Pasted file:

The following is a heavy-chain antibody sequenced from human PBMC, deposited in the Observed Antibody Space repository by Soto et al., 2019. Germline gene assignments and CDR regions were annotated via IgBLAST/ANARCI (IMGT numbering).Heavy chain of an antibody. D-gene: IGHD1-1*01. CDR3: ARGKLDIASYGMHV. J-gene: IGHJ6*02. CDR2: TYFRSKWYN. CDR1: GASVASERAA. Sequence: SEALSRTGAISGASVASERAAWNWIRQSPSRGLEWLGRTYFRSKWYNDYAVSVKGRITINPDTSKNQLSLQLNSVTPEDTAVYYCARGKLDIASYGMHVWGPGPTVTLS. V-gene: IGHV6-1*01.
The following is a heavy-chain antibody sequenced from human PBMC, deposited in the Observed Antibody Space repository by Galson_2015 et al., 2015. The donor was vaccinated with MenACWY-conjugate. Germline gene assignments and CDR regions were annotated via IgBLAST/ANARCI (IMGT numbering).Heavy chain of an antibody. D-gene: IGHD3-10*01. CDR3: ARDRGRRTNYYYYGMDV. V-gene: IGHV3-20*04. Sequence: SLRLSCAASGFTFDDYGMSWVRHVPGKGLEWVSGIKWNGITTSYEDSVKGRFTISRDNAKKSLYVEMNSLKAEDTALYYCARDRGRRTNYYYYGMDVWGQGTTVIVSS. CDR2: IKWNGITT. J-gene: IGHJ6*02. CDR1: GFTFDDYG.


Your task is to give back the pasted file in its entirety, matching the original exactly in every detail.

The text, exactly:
The following is a heavy-chain antibody sequenced from human PBMC, deposited in the Observed Antibody Space repository by Soto et al., 2019. Germline gene assignments and CDR regions were annotated via IgBLAST/ANARCI (IMGT numbering).Heavy chain of an antibody. D-gene: IGHD1-1*01. CDR3: ARGKLDIASYGMHV. J-gene: IGHJ6*02. CDR2: TYFRSKWYN. CDR1: GASVASERAA. Sequence: SEALSRTGAISGASVASERAAWNWIRQSPSRGLEWLGRTYFRSKWYNDYAVSVKGRITINPDTSKNQLSLQLNSVTPEDTAVYYCARGKLDIASYGMHVWGPGPTVTLS. V-gene: IGHV6-1*01.
The following is a heavy-chain antibody sequenced from human PBMC, deposited in the Observed Antibody Space repository by Galson_2015 et al., 2015. The donor was vaccinated with MenACWY-conjugate. Germline gene assignments and CDR regions were annotated via IgBLAST/ANARCI (IMGT numbering).Heavy chain of an antibody. D-gene: IGHD3-10*01. CDR3: ARDRGRRTNYYYYGMDV. V-gene: IGHV3-20*04. Sequence: SLRLSCAASGFTFDDYGMSWVRHVPGKGLEWVSGIKWNGITTSYEDSVKGRFTISRDNAKKSLYVEMNSLKAEDTALYYCARDRGRRTNYYYYGMDVWGQGTTVIVSS. CDR2: IKWNGITT. J-gene: IGHJ6*02. CDR1: GFTFDDYG.